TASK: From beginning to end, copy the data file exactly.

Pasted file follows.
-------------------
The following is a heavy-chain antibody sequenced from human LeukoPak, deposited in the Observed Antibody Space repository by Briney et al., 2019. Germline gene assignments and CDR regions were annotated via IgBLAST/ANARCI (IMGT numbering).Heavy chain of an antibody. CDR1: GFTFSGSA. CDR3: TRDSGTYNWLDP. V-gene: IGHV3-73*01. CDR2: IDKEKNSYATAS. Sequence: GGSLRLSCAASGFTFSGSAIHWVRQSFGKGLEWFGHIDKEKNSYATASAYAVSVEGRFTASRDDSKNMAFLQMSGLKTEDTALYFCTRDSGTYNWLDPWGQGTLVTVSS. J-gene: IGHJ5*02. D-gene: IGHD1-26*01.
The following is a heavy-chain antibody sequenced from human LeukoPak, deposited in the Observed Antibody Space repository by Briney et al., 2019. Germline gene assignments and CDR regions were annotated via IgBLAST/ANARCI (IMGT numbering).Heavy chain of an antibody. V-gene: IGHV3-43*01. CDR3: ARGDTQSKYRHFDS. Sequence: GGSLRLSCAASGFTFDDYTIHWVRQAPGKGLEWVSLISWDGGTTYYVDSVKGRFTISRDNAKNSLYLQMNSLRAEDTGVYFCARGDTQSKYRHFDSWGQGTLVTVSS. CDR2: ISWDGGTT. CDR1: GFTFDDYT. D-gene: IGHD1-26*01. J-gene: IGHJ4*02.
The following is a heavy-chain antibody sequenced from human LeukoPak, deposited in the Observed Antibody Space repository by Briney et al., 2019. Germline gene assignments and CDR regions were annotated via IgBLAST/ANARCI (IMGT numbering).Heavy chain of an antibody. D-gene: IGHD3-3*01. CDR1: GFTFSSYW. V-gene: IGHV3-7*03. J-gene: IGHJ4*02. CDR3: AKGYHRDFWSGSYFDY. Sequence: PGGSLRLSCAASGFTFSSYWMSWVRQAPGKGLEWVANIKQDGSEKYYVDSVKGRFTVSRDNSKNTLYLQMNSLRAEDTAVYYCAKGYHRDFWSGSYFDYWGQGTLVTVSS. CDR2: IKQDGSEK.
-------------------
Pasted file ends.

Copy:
The following is a heavy-chain antibody sequenced from human LeukoPak, deposited in the Observed Antibody Space repository by Briney et al., 2019. Germline gene assignments and CDR regions were annotated via IgBLAST/ANARCI (IMGT numbering).Heavy chain of an antibody. CDR1: GFTFSGSA. CDR3: TRDSGTYNWLDP. V-gene: IGHV3-73*01. CDR2: IDKEKNSYATAS. Sequence: GGSLRLSCAASGFTFSGSAIHWVRQSFGKGLEWFGHIDKEKNSYATASAYAVSVEGRFTASRDDSKNMAFLQMSGLKTEDTALYFCTRDSGTYNWLDPWGQGTLVTVSS. J-gene: IGHJ5*02. D-gene: IGHD1-26*01.
The following is a heavy-chain antibody sequenced from human LeukoPak, deposited in the Observed Antibody Space repository by Briney et al., 2019. Germline gene assignments and CDR regions were annotated via IgBLAST/ANARCI (IMGT numbering).Heavy chain of an antibody. V-gene: IGHV3-43*01. CDR3: ARGDTQSKYRHFDS. Sequence: GGSLRLSCAASGFTFDDYTIHWVRQAPGKGLEWVSLISWDGGTTYYVDSVKGRFTISRDNAKNSLYLQMNSLRAEDTGVYFCARGDTQSKYRHFDSWGQGTLVTVSS. CDR2: ISWDGGTT. CDR1: GFTFDDYT. D-gene: IGHD1-26*01. J-gene: IGHJ4*02.
The following is a heavy-chain antibody sequenced from human LeukoPak, deposited in the Observed Antibody Space repository by Briney et al., 2019. Germline gene assignments and CDR regions were annotated via IgBLAST/ANARCI (IMGT numbering).Heavy chain of an antibody. D-gene: IGHD3-3*01. CDR1: GFTFSSYW. V-gene: IGHV3-7*03. J-gene: IGHJ4*02. CDR3: AKGYHRDFWSGSYFDY. Sequence: PGGSLRLSCAASGFTFSSYWMSWVRQAPGKGLEWVANIKQDGSEKYYVDSVKGRFTVSRDNSKNTLYLQMNSLRAEDTAVYYCAKGYHRDFWSGSYFDYWGQGTLVTVSS. CDR2: IKQDGSEK.